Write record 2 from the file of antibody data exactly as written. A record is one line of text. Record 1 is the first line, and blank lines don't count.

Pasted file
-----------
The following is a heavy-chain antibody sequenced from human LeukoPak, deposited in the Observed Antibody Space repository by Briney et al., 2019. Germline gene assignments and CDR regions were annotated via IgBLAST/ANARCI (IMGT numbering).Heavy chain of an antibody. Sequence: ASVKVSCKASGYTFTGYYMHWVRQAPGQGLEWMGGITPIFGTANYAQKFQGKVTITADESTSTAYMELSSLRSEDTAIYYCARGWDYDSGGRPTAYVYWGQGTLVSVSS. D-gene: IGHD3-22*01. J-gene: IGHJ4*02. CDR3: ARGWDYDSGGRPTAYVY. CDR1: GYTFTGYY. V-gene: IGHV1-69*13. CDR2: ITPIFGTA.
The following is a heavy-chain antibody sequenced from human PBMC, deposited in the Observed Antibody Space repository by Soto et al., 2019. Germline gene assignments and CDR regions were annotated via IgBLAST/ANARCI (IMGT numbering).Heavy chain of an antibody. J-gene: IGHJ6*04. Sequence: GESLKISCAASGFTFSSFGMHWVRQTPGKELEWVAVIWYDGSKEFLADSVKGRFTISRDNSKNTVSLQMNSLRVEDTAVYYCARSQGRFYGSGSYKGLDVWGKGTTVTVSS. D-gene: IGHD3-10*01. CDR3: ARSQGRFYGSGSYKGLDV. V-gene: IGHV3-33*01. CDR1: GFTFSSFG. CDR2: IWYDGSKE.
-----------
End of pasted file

The following is a heavy-chain antibody sequenced from human PBMC, deposited in the Observed Antibody Space repository by Soto et al., 2019. Germline gene assignments and CDR regions were annotated via IgBLAST/ANARCI (IMGT numbering).Heavy chain of an antibody. J-gene: IGHJ6*04. Sequence: GESLKISCAASGFTFSSFGMHWVRQTPGKELEWVAVIWYDGSKEFLADSVKGRFTISRDNSKNTVSLQMNSLRVEDTAVYYCARSQGRFYGSGSYKGLDVWGKGTTVTVSS. D-gene: IGHD3-10*01. CDR3: ARSQGRFYGSGSYKGLDV. V-gene: IGHV3-33*01. CDR1: GFTFSSFG. CDR2: IWYDGSKE.